WASHINGTON – A deal has been struck to build two more Navy guided-missile destroyers at Bath Iron Works.

Sen. Susan Collins said Tuesday that she had been informed of the agreement between the Navy and General Dynamics, BIW’s parent company, by Assistant Secretary of the Navy Sean Stackley. The Navy and BIW confirmed the deal.

Negotiations had gone on for months amid concerns that potential defense cutbacks could hinder a deal.

Sen. Olympia Snowe, R-Maine, said in a prepared statement that it’s been a “long, hard road” to reach agreement to build the second and third Zumwalt-class destroyers at BIW.

“The finalization of these contracts will ensure good-paying jobs for Mainers and quality ships for the Navy,” Snowe said.

BIW already is building the first of the massive destroyers, dubbed DDG-1000. The next two will be DDG-1001 and 1002.

Collins said BIW’s work on the three ships will total more than $3 billion. The Bath shipyard employs about 5,300 people, with the majority now working on the DDG-1000.

Collins, a member of the Senate Armed Services Committee, said there have been attempts in the House to cut funding for the destroyers.

“This is incredibly welcome news for Maine and is a testament to the highly skilled, hard-working men and women at Bath Iron Works,” Collins said in a prepared statement.

Stackley said in an email that “while we continue to complete final mechanics of the contract award, we can proceed with funding material and other work to keep 1001 and 1002 on track until actual contract award before the end of the fiscal year.”

Collins said in an interview Tuesday evening that negotiations were “extremely sensitive” and time-consuming. She said she was worried that in the current fiscal climate, money for the additional two destroyers could be lost, despite the Navy’s stated need for the ships.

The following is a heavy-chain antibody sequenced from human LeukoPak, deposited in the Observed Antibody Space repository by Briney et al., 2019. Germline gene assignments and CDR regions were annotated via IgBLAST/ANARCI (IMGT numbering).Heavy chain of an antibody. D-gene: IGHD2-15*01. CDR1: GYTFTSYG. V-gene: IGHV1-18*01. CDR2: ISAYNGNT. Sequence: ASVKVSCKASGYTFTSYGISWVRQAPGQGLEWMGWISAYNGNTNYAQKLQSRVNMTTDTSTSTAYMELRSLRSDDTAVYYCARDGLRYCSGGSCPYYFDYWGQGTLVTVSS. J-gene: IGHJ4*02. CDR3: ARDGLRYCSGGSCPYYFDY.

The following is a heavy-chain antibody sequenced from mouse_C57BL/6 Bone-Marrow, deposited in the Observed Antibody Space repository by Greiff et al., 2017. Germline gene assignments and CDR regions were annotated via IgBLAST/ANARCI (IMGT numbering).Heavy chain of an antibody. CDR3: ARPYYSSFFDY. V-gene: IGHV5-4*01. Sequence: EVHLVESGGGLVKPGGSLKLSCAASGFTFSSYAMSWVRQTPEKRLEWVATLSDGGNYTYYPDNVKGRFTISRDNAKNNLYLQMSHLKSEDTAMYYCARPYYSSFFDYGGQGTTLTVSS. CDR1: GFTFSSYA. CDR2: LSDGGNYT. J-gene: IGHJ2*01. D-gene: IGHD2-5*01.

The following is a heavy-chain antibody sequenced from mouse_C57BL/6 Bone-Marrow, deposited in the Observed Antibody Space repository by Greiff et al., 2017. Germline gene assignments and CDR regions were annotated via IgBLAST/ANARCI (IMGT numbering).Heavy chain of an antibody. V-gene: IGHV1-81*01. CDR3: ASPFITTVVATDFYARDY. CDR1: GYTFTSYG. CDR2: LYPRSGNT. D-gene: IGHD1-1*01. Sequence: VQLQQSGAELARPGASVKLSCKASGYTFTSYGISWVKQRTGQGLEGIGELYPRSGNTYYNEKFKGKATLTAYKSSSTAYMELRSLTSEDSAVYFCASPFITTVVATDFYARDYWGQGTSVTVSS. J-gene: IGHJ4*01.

On several occasions, Collins convened officials from BIW and the Navy in her Senate office to try to iron out details, and she also helped arrange visits by Navy officials to BIW. Snowe, a former member of the Senate Armed Services Committee and current member of the Senate Intelligence Committee, also held meetings with Navy officials and BIW to work on a deal, according to Snowe’s office.

Another Maine lawmaker, Rep. Chellie Pingree, D-1st District, a member of the House Armed Services Committee, also has worked to safeguard the destroyer work at Bath.

According to Collins’ office, the ships in the DDG-1000 Zumwalt class are next-generation destroyers that will “triple naval surface-fire coverage as well as tripling capability against anti-ship cruise missiles.”

After the Zumwalts are completed, BIW will return to building an updated version of the Arleigh Burke destroyer.

MaineToday Media Washington Bureau Chief Jonathan Riskind can be contacted at 791-6280 or at:

[email protected]